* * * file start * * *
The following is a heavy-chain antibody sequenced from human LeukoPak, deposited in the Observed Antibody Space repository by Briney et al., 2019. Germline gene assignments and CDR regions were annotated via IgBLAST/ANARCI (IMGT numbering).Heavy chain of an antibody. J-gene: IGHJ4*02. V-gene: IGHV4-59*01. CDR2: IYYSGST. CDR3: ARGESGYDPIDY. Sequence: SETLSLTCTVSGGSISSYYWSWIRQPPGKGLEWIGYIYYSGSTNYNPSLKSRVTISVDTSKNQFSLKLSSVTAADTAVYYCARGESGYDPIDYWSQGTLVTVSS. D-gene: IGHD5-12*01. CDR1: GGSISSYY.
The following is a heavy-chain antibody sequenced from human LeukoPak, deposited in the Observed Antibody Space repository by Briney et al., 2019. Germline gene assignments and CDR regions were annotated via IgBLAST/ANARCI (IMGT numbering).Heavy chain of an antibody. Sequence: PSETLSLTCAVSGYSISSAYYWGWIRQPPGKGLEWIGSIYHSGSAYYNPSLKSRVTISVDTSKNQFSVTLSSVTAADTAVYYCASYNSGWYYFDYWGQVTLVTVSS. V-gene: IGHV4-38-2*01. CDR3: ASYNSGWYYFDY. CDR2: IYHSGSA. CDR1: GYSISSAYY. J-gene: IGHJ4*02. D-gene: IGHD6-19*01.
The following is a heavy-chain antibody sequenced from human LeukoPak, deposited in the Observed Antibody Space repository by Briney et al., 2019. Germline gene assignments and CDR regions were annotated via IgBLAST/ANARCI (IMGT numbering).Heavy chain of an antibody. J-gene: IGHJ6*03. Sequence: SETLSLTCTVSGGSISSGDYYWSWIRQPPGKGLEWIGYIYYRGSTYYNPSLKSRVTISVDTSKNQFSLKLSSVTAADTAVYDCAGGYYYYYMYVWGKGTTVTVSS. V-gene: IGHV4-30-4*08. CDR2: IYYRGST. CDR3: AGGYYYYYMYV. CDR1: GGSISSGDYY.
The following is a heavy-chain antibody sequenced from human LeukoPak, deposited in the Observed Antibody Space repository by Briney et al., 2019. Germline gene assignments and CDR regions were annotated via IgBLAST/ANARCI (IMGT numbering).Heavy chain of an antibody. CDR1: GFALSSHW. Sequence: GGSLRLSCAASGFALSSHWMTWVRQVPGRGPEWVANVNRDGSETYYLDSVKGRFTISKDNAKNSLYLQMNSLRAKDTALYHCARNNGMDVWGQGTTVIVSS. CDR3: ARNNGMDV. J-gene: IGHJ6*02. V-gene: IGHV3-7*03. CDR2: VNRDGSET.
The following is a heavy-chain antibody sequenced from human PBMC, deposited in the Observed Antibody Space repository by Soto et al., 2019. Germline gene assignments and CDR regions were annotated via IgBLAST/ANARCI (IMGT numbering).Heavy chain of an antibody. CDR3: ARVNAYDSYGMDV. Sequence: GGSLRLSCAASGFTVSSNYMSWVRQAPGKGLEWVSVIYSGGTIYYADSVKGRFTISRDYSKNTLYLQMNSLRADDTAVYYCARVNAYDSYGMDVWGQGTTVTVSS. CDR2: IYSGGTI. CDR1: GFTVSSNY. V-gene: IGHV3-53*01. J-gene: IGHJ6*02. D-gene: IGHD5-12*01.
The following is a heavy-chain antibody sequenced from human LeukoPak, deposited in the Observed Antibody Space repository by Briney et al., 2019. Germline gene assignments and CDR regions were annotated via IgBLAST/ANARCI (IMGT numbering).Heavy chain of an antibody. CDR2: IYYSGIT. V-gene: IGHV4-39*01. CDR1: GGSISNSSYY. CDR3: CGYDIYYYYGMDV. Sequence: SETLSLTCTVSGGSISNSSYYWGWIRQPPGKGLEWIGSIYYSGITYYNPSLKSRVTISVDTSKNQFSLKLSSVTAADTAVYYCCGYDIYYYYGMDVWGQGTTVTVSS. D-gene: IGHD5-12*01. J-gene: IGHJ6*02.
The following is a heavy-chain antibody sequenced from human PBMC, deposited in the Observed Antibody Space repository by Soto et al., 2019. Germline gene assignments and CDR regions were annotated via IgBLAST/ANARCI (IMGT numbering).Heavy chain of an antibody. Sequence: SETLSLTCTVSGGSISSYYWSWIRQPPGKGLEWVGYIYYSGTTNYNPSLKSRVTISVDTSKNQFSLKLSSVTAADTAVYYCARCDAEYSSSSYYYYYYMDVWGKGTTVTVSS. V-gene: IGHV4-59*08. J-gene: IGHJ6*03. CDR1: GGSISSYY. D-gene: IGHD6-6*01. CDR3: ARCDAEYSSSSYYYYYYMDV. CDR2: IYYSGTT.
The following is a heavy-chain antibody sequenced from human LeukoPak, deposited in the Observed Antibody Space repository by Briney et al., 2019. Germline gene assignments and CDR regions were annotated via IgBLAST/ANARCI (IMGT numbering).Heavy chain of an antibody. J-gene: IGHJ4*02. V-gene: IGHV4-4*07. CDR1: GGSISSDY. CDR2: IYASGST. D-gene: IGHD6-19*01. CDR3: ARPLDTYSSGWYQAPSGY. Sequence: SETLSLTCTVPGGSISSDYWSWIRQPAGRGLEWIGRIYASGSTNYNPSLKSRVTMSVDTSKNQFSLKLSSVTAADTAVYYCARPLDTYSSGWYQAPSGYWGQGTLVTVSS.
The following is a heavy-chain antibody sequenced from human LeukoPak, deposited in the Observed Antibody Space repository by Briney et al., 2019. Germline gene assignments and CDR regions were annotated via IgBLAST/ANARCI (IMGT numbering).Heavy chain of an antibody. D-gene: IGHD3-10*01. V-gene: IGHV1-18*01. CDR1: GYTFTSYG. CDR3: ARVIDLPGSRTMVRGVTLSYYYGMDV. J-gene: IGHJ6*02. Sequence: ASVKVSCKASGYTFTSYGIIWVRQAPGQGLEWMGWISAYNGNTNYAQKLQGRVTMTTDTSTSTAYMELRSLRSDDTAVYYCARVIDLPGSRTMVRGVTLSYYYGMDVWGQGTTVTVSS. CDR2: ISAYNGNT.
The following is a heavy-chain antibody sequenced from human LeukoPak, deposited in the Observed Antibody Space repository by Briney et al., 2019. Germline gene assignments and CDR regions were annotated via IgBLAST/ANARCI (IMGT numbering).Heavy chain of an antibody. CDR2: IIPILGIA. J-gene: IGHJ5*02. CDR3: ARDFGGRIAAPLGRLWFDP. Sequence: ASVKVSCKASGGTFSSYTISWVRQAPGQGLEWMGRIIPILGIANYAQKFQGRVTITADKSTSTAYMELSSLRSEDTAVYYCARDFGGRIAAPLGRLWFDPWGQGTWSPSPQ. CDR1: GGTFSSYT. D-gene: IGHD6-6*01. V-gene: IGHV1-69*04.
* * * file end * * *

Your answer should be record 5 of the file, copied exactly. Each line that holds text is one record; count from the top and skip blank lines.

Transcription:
The following is a heavy-chain antibody sequenced from human PBMC, deposited in the Observed Antibody Space repository by Soto et al., 2019. Germline gene assignments and CDR regions were annotated via IgBLAST/ANARCI (IMGT numbering).Heavy chain of an antibody. CDR3: ARVNAYDSYGMDV. Sequence: GGSLRLSCAASGFTVSSNYMSWVRQAPGKGLEWVSVIYSGGTIYYADSVKGRFTISRDYSKNTLYLQMNSLRADDTAVYYCARVNAYDSYGMDVWGQGTTVTVSS. CDR2: IYSGGTI. CDR1: GFTVSSNY. V-gene: IGHV3-53*01. J-gene: IGHJ6*02. D-gene: IGHD5-12*01.